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Chinese hacking company I-Soon document leak: What to know

Chinese hacking company I-Soon document leak: What to know

A trove of leaked documents showed the inner workings of a private Chinese hacking company utilized by the Chinese government, multiple outlets reported.

Two employees with private security contractor I-Soon confirmed with the Associated Press the validity of the documents, which were published publicly online late last week.

As analysts rush to analyze the 190-megabyte leak that includes contracts, presentations and client lists, experts say the dump is significant for providing a rare look at the tactics used by Chinese authorities to monitor people, governments and organizations around the world, the AP reported.

Chinese police are investigating the leak and it was not immediately clear who released the documents.

FBI Director Christopher Wray: Chinese hackers are preparing to ‘wreak havoc’ on infrastructure

Here is what to know we know so far about the leak and some early revelations about hackers’ tactics and targets:

What is I-Soon?

I-Soon, also known as Anxun Xinxi, offers information technology services consulting services, according to Crunchbase. The company’s website was disabled as of Wednesday.

The Chinese Ministry of Public Security was at the top of the list of clients on I-Soon’s previously available website, along with more than 50 regional security agencies in the country, the AP reported.

The company is based in Shanghai and sells third-party hacking services, the Washington Post reported.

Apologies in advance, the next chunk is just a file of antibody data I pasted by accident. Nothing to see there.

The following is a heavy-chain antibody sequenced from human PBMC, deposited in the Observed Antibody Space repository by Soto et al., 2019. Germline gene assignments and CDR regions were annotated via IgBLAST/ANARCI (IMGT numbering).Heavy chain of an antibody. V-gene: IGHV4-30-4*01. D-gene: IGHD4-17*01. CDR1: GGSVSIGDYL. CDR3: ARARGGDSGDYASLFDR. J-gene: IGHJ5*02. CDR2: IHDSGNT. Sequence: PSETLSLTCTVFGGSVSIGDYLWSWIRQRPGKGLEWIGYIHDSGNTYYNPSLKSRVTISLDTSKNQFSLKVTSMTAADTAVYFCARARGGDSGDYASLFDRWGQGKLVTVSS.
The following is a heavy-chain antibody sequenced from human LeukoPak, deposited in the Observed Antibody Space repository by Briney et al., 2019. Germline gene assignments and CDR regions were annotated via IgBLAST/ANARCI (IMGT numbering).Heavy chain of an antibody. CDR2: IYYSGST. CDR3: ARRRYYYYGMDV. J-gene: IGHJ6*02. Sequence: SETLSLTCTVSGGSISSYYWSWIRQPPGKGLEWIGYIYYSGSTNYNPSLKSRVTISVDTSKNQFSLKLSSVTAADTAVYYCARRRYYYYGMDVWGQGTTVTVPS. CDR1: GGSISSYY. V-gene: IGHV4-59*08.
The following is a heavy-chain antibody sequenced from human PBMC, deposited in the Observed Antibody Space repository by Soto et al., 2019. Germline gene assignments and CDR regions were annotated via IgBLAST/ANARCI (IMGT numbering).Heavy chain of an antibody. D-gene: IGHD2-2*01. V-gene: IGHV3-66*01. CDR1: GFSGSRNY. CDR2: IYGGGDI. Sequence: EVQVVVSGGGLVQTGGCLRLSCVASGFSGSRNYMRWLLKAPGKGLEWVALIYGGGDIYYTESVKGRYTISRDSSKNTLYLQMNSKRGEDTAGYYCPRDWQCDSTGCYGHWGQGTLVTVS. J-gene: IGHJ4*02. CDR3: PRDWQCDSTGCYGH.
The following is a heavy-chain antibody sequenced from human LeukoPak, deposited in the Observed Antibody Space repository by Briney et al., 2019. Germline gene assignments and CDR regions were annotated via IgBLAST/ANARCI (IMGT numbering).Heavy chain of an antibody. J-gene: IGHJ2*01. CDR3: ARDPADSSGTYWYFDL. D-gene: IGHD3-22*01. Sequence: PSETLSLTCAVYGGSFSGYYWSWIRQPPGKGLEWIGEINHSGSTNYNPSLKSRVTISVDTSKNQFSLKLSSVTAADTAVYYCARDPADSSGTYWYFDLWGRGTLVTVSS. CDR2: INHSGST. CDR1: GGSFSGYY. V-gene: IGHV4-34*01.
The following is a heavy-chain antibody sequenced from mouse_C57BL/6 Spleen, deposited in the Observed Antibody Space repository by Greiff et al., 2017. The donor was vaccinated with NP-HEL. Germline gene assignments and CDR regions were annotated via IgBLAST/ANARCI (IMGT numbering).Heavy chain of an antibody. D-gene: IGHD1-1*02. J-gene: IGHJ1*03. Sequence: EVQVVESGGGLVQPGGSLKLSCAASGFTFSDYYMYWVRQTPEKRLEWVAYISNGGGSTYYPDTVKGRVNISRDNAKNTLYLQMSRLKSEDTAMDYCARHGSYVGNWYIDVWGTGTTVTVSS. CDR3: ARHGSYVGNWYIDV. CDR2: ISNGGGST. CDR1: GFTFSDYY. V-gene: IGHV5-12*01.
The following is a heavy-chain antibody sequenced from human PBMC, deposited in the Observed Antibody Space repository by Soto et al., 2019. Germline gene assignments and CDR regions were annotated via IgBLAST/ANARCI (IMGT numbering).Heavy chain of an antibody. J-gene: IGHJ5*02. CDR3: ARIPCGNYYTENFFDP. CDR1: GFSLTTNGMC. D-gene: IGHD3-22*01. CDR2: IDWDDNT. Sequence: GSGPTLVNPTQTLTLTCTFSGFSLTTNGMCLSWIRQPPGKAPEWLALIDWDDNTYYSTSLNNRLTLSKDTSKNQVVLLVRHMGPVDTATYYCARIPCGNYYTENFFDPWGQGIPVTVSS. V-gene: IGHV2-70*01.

The document leak does not include the data obtained though the hacking services, but rather shows insight on how the operation worked and for whom.

Hacking offerings revealed by leaked documents

The New York Times, which reviewed the leaked documents, found I-Soon provided the following services:

  • Accessing the private website of traffic police in Vietnam. A local Chinese government paid $15,000 for this service.
  • Software costing $100,000 to operate disinformation campaigns and hack accounts on X.
  • Chinese clients could access personal information linked to social media accounts like Facebook for $278,000.

While the AP said the hacking tools and methods revealed in the documents were not particularly novel, experts still call the revelations significant for its look inside China’s state-backed hacking.

Targets revealed through hacking provider I-Soon’s leaked documents

According to the Washington Post, I-Soon was contracted to extract data from at least 20 foreign governments and territories, including Taiwan, Hong Kong, India and the U.K. The Post’s analysis showed the company had the following targets, many of which resulted in successful data extraction:

  • India – 95.2 gigabytes of immigration data
  • South Korea’s LG U Plus telecom provider – 3 terabyte of call log data
  • Taiwan – sample of 459GB of roadmapping data
  • Thailand’s Foreign Ministry, intelligence agency and Senate
  • British Home, Foreign and Treasury offices, and think tanks Chatham House and the International Institute for Strategic Studies

The New York Times reported that the documents also showed a campaign to closely monitor ethnic minorities in China and online gambling companies.

The article was first published here

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